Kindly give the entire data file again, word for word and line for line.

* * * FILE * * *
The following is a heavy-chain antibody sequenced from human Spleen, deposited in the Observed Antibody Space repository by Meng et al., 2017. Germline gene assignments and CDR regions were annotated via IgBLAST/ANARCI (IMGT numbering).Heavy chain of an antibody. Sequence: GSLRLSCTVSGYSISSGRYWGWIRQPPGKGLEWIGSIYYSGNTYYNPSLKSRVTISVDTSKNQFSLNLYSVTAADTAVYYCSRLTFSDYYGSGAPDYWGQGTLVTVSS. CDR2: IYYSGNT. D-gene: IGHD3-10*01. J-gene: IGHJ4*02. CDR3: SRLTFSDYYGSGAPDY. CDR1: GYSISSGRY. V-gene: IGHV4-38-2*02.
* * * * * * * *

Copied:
The following is a heavy-chain antibody sequenced from human Spleen, deposited in the Observed Antibody Space repository by Meng et al., 2017. Germline gene assignments and CDR regions were annotated via IgBLAST/ANARCI (IMGT numbering).Heavy chain of an antibody. Sequence: GSLRLSCTVSGYSISSGRYWGWIRQPPGKGLEWIGSIYYSGNTYYNPSLKSRVTISVDTSKNQFSLNLYSVTAADTAVYYCSRLTFSDYYGSGAPDYWGQGTLVTVSS. CDR2: IYYSGNT. D-gene: IGHD3-10*01. J-gene: IGHJ4*02. CDR3: SRLTFSDYYGSGAPDY. CDR1: GYSISSGRY. V-gene: IGHV4-38-2*02.